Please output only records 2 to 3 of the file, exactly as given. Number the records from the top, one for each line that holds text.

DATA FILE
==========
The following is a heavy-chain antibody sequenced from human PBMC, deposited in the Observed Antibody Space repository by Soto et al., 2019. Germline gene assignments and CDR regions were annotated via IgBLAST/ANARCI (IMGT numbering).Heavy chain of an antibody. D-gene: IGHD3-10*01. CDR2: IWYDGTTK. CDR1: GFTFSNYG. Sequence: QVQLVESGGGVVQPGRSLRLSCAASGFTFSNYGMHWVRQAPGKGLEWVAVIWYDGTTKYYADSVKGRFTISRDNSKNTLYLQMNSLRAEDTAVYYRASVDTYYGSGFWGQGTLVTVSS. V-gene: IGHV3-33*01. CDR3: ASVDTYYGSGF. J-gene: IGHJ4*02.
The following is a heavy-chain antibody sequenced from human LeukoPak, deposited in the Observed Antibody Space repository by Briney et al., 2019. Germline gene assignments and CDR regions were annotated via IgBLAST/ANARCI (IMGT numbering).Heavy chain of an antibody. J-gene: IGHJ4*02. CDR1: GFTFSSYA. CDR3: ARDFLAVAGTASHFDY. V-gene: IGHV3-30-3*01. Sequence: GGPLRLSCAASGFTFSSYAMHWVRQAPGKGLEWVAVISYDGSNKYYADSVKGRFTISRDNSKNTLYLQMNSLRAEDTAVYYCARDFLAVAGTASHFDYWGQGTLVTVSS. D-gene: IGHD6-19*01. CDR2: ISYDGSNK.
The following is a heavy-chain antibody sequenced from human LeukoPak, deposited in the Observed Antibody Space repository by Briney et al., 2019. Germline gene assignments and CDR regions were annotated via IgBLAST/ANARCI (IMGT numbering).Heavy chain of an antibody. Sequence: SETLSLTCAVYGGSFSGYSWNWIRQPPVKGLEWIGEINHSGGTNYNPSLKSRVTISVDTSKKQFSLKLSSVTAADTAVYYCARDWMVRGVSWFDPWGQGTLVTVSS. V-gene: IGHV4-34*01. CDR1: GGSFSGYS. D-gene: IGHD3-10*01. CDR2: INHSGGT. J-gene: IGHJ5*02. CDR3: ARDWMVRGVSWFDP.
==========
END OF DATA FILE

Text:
The following is a heavy-chain antibody sequenced from human LeukoPak, deposited in the Observed Antibody Space repository by Briney et al., 2019. Germline gene assignments and CDR regions were annotated via IgBLAST/ANARCI (IMGT numbering).Heavy chain of an antibody. J-gene: IGHJ4*02. CDR1: GFTFSSYA. CDR3: ARDFLAVAGTASHFDY. V-gene: IGHV3-30-3*01. Sequence: GGPLRLSCAASGFTFSSYAMHWVRQAPGKGLEWVAVISYDGSNKYYADSVKGRFTISRDNSKNTLYLQMNSLRAEDTAVYYCARDFLAVAGTASHFDYWGQGTLVTVSS. D-gene: IGHD6-19*01. CDR2: ISYDGSNK.
The following is a heavy-chain antibody sequenced from human LeukoPak, deposited in the Observed Antibody Space repository by Briney et al., 2019. Germline gene assignments and CDR regions were annotated via IgBLAST/ANARCI (IMGT numbering).Heavy chain of an antibody. Sequence: SETLSLTCAVYGGSFSGYSWNWIRQPPVKGLEWIGEINHSGGTNYNPSLKSRVTISVDTSKKQFSLKLSSVTAADTAVYYCARDWMVRGVSWFDPWGQGTLVTVSS. V-gene: IGHV4-34*01. CDR1: GGSFSGYS. D-gene: IGHD3-10*01. CDR2: INHSGGT. J-gene: IGHJ5*02. CDR3: ARDWMVRGVSWFDP.